By Timothy Pratt
See original post here.
La-Kingya Singleton almost didn’t answer the call. It was after 5pm and from an 800- phone number. “I thought it was a robocall,” she said.
But it wasn’t. It was someone from the In Her Hands initiative – the largest guaranteed-income pilot program in the southern US, and which focuses on Black women. The caller told her she had been selected, by lottery, as one of 650 women to receive an average of $850 a month, for two years, no strings attached – a concept known as guaranteed income.
“I never thought in a million years I would be selected,” the 42-year-old Atlanta mother of three adult children recalled. “I’ve never been lucky.”
That was last spring. Now the program – run by the Atlanta-based non-profit organization the Georgia Resilience and Opportunity Fund (GRO Fund), in partnership with GiveDirectly, the largest backer of guaranteed-income projects in the US – has reached its halfway point.
For Singleton, this has meant she has lived a year in an Atlanta apartment, after becoming homeless when she couldn’t find a landlord to accept her city housing voucher during the pandemic.
And for the pilot, it means preliminary data is now available showing the effectiveness of guaranteed income as a means of combating poverty in Georgia – slightly more than half the women have saved some money, compared to none at the project’s outset; three times as many women have been able to afford childcare; and the share of women whose cellphone service was interrupted due to unpaid bills dropped from 60 to 40%.
These and other findings come as more than 100 projects centered on giving cash with no restrictions or requirements have started in the last several years, leading a group called Mayors for a Guaranteed Income to launch a nationwide speaking tour in recent weeks, screening a new documentary on these efforts called It’s Basic.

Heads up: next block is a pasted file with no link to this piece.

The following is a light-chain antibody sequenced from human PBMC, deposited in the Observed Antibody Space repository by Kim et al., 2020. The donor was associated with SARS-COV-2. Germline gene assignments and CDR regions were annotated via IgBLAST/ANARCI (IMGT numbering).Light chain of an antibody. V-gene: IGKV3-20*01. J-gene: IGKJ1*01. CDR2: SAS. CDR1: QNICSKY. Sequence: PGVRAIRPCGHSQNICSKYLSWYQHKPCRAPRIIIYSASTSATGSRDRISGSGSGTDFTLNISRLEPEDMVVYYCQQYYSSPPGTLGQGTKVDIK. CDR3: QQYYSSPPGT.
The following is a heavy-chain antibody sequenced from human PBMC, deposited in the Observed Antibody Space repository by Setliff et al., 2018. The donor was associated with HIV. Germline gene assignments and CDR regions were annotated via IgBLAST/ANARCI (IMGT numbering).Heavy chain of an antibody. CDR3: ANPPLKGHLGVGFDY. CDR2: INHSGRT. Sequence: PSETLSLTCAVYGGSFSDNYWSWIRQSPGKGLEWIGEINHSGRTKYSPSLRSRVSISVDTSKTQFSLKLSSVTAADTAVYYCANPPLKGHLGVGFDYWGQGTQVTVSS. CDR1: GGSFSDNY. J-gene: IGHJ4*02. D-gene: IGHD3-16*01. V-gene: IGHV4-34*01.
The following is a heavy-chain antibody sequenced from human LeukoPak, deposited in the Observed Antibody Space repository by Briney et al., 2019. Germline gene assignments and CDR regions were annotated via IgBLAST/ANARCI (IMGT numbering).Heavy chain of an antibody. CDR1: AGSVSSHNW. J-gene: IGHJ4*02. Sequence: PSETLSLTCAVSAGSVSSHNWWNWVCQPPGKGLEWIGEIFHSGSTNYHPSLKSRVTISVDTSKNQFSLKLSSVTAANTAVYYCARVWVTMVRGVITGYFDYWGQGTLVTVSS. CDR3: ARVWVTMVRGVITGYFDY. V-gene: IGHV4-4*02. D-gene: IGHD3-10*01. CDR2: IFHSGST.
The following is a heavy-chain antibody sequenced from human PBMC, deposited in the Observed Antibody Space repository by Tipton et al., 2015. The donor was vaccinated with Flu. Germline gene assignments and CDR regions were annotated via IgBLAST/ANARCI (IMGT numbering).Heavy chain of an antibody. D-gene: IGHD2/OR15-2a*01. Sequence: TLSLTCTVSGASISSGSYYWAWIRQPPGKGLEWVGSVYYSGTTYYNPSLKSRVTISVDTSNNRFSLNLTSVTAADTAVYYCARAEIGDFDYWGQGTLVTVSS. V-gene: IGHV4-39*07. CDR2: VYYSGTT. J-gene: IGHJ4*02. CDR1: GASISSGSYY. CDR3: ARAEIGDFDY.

Researchers say the growing body of evidence from guaranteed-income projects has the potential to spur a reevaluation of how government can more effectively create a social safety net for historically-marginalized populations.
The flurry of activity includes cities such as Rochester, New York, Ann Arbor, Michigan, and Philadelphia announcing new projects.
“Literally every week or two we learn of a new pilot,” said Sean Kline, associate director at the Stanford University Basic Income Lab. “These last two years, a number of factors has led to the proliferation of experiments,” he added. “There’s growing inequality and economic insecurity and the pandemic, a public health crisis, led to an economic crisis … [and] in 2020 and 2021, police murders brought racial justice to everyone’s attention.”
Unlike the Georgia pilot, which has relied on private donations, many efforts to date run by local government are using federal, Covid-related funds. Some, like In Her Hands, are aimed at particular populations, such as public housing residents, or mothers, or entrepreneurs. In Georgia, potential participants had to demonstrate earning 200 percent of the federal poverty level or less – or $29,160 for a single person and $60,000 for a family of four.
Outcomes and research showing the efficacy of guaranteed income will be key to moving beyond small-scale projects and on to state and federal programs, said Kline. In addition to his group at Stanford, the Center for Guaranteed Income Research at the University of Pennsylvania is also studying the issue.